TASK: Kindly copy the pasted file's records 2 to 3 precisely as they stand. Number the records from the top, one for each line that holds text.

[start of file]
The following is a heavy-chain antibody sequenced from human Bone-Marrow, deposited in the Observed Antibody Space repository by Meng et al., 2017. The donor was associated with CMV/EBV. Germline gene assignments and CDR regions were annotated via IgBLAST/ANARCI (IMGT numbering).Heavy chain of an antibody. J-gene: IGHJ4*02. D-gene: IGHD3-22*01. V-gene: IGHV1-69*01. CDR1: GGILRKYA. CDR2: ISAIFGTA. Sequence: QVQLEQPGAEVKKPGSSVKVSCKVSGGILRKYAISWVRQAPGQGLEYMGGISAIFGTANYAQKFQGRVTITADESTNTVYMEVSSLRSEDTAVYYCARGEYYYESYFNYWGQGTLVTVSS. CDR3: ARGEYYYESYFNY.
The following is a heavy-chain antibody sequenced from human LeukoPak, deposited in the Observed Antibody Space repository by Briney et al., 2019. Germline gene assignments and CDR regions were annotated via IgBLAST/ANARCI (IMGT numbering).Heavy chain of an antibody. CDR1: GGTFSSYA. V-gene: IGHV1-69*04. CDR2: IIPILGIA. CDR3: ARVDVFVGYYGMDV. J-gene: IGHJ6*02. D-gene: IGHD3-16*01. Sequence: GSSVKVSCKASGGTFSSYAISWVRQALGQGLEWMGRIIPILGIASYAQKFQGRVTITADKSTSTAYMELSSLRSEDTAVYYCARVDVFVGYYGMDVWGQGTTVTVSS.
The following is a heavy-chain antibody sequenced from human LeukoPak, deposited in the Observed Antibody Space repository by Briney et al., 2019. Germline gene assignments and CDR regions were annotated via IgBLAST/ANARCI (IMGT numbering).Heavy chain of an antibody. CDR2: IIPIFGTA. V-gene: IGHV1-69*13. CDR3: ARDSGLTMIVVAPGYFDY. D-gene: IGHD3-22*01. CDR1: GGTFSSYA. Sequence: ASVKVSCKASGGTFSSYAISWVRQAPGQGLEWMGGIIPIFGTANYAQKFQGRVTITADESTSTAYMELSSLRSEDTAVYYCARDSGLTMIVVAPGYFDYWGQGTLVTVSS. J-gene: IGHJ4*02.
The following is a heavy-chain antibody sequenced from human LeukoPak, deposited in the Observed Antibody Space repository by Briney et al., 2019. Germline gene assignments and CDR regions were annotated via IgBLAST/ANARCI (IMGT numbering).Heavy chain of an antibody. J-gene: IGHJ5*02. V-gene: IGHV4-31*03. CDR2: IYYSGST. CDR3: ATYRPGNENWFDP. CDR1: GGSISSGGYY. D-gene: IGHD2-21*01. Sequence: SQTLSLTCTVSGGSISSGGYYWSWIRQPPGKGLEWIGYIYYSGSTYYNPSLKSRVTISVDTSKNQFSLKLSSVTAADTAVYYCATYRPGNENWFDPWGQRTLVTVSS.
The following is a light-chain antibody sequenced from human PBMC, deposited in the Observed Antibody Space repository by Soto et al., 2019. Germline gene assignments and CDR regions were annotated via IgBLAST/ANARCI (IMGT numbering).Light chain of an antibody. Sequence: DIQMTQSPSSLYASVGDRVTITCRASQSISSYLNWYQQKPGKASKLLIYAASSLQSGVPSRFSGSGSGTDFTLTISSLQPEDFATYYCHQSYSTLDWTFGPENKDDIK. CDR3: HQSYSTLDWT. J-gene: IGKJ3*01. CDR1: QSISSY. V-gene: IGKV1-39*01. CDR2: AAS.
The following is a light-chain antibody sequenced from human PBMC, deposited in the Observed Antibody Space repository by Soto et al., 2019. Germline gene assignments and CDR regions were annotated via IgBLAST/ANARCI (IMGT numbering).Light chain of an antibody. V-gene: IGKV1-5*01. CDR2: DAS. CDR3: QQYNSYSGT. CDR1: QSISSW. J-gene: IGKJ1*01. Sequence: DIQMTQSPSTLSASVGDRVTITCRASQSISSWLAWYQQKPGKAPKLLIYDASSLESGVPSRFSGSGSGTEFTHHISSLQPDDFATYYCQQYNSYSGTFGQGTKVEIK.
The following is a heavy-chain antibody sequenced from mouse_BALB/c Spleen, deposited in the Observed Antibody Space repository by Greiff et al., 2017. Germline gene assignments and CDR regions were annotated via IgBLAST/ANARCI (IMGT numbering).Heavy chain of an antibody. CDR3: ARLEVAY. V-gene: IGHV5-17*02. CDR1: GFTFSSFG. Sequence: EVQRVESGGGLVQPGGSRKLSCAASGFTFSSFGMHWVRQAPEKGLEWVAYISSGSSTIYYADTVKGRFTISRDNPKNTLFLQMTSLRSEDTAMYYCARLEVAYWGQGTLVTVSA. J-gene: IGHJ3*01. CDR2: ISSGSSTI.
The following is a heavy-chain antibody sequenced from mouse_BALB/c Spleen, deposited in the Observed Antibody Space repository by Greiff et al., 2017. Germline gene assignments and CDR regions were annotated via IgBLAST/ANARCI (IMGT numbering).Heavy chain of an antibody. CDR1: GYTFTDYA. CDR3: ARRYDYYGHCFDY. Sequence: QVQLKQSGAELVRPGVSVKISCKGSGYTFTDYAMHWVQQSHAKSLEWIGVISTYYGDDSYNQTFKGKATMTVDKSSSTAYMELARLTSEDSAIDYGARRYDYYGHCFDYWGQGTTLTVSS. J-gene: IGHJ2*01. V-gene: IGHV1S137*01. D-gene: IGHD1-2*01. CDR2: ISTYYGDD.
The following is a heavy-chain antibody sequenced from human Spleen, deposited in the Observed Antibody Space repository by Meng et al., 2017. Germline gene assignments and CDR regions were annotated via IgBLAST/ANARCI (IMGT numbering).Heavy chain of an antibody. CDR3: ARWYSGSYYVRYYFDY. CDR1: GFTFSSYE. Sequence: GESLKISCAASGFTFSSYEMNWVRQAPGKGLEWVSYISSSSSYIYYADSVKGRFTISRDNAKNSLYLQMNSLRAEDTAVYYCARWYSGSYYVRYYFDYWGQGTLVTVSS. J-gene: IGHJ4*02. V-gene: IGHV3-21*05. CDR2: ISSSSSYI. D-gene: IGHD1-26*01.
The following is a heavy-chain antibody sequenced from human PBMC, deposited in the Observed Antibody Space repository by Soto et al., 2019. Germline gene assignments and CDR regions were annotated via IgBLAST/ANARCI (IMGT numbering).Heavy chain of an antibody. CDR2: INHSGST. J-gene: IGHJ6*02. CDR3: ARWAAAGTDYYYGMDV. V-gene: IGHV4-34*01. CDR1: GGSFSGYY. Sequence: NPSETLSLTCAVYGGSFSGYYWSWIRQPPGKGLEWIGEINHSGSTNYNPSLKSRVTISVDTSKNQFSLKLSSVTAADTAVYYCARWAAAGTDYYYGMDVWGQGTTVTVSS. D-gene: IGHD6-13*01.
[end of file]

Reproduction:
The following is a heavy-chain antibody sequenced from human LeukoPak, deposited in the Observed Antibody Space repository by Briney et al., 2019. Germline gene assignments and CDR regions were annotated via IgBLAST/ANARCI (IMGT numbering).Heavy chain of an antibody. CDR1: GGTFSSYA. V-gene: IGHV1-69*04. CDR2: IIPILGIA. CDR3: ARVDVFVGYYGMDV. J-gene: IGHJ6*02. D-gene: IGHD3-16*01. Sequence: GSSVKVSCKASGGTFSSYAISWVRQALGQGLEWMGRIIPILGIASYAQKFQGRVTITADKSTSTAYMELSSLRSEDTAVYYCARVDVFVGYYGMDVWGQGTTVTVSS.
The following is a heavy-chain antibody sequenced from human LeukoPak, deposited in the Observed Antibody Space repository by Briney et al., 2019. Germline gene assignments and CDR regions were annotated via IgBLAST/ANARCI (IMGT numbering).Heavy chain of an antibody. CDR2: IIPIFGTA. V-gene: IGHV1-69*13. CDR3: ARDSGLTMIVVAPGYFDY. D-gene: IGHD3-22*01. CDR1: GGTFSSYA. Sequence: ASVKVSCKASGGTFSSYAISWVRQAPGQGLEWMGGIIPIFGTANYAQKFQGRVTITADESTSTAYMELSSLRSEDTAVYYCARDSGLTMIVVAPGYFDYWGQGTLVTVSS. J-gene: IGHJ4*02.